Only after more than 100 staff submitted a grievance in December 2011 did Carillion conduct a token investigation, quickly concluding there was no case to answer.
Only after workers took strike action did a second, slightly more thorough investigation begin.
Carillion now admits that racism, bullying and what it wonderfully terms “inappropriate gift-giving” did in fact take place, but it has, with extreme reluctance, dismissed only one supervisor.
It admits that allegations had been made against this individual before, but states “no compelling evidence” was found. It accepts no responsibility and claims the problem has not been severe.
Workers have therefore been forced to continue to work under other perpetrators of harassment and racial abuse, which was naturally distressing and intimidating – as it was probably intended to be.
Despite this, workers had the courage to give evidence about the corrupt and racist culture at Carillion at grievance hearings.
The firm’s response? To add insult to injury by disciplining them – for offering bribes.
However, like the London matchwomen and dockers in the 1880s who fought back against appalling exploitation, the Carillion workers have shown themselves a force to be reckoned with.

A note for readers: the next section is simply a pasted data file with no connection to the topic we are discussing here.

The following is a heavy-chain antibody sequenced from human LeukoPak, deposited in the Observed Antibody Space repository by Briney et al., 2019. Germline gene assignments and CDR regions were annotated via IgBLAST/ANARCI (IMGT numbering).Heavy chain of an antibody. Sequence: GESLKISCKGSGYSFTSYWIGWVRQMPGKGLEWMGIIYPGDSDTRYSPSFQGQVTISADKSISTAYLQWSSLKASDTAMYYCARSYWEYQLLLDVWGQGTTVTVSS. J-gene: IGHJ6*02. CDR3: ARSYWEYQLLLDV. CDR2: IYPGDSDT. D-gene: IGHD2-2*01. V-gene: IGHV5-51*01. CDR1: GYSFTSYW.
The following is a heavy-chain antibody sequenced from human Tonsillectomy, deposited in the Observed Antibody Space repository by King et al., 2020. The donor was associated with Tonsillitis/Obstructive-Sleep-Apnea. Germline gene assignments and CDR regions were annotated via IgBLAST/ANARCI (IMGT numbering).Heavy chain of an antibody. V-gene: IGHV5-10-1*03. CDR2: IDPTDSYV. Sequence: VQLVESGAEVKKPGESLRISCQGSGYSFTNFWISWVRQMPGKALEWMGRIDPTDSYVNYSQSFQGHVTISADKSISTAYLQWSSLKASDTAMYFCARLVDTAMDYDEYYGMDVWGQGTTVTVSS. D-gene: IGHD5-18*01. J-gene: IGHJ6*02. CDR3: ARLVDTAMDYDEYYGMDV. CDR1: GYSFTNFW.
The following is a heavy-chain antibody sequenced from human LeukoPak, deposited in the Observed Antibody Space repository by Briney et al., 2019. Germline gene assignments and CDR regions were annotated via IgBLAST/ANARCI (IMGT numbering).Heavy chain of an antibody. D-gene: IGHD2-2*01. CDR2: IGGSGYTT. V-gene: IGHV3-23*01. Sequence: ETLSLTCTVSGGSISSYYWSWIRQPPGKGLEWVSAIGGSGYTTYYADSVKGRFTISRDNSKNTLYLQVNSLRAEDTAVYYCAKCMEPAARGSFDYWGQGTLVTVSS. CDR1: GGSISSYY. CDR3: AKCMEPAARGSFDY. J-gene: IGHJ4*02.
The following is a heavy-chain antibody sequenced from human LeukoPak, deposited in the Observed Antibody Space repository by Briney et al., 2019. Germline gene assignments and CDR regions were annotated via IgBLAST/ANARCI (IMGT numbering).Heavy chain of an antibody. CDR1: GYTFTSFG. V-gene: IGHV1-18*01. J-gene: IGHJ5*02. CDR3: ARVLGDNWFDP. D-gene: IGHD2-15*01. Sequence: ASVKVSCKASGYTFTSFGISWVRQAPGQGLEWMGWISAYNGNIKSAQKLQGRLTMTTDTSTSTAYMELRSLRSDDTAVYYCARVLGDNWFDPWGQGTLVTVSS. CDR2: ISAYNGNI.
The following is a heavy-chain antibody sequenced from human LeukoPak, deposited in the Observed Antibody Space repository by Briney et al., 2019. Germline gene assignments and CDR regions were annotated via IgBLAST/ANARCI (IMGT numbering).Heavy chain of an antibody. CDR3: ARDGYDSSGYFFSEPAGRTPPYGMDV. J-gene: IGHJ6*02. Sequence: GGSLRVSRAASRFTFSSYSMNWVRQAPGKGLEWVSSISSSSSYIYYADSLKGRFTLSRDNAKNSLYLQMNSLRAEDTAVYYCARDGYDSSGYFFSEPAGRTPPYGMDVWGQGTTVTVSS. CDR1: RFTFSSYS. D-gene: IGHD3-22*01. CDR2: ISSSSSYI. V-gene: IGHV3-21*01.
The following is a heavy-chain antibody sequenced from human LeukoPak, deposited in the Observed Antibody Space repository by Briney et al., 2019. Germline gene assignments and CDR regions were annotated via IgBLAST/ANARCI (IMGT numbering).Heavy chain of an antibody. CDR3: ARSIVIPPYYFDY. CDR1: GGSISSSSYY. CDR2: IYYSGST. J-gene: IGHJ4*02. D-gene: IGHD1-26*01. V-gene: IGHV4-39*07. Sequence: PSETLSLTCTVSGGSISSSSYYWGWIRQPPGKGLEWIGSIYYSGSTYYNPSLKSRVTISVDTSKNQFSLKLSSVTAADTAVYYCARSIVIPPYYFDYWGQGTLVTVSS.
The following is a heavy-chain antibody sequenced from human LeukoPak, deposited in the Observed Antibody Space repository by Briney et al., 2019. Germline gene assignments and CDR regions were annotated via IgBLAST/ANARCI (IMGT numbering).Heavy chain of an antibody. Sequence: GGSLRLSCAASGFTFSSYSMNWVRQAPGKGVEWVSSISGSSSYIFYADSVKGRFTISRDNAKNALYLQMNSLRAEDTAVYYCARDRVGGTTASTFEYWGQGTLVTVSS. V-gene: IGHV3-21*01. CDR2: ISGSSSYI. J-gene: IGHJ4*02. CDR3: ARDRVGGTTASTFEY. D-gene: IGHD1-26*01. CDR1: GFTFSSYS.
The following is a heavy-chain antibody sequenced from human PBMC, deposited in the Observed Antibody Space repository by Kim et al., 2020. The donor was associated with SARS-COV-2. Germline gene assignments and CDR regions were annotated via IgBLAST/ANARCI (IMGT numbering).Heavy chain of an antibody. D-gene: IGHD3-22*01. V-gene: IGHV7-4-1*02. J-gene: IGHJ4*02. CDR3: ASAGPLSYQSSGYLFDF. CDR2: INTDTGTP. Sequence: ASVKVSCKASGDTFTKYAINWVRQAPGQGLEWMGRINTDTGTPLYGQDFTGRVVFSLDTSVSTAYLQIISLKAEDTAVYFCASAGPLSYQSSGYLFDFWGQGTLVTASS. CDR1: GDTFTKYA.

Like their Victorian counterparts they are supposedly powerless in the labour relationship, but their strength lies in their dignity, solidarity and identity.
Dockers and matchmakers were often from Irish families, giving them strong cultural and political networks to draw on, as well as a history of resistance.
The Goan workers have a similar sense of unity. As one shop steward put it, “I am not just doing this for myself, I am doing this to help my community.”
As is often the case, being forced to strike has in itself increased the confidence and empowerment of the workers – the very opposite of what the employers hoped.
GMB organiser Carole Vallelly says: “During the first protests the women understandably felt a bit awkward holding placards and would almost hide behind them.
“By the time we came to protest outside Southmead Hospital [a new Carillion build], they were singing and chanting through the megaphone.”
Vallelly adds: “As we all know, going on strike isn’t easy and there are still the same supervisors in place that have had bullying complaints against them.
“They are making life particularly hard for our members, denying them overtime etc. We have around 60 tribunal claims in at the moment and more in the pipeline.”
The workers have also linked to the Blacklist Support Group, as Carillion has been a major player in the blacklisting scandal – further evidence of its anti-union ethos.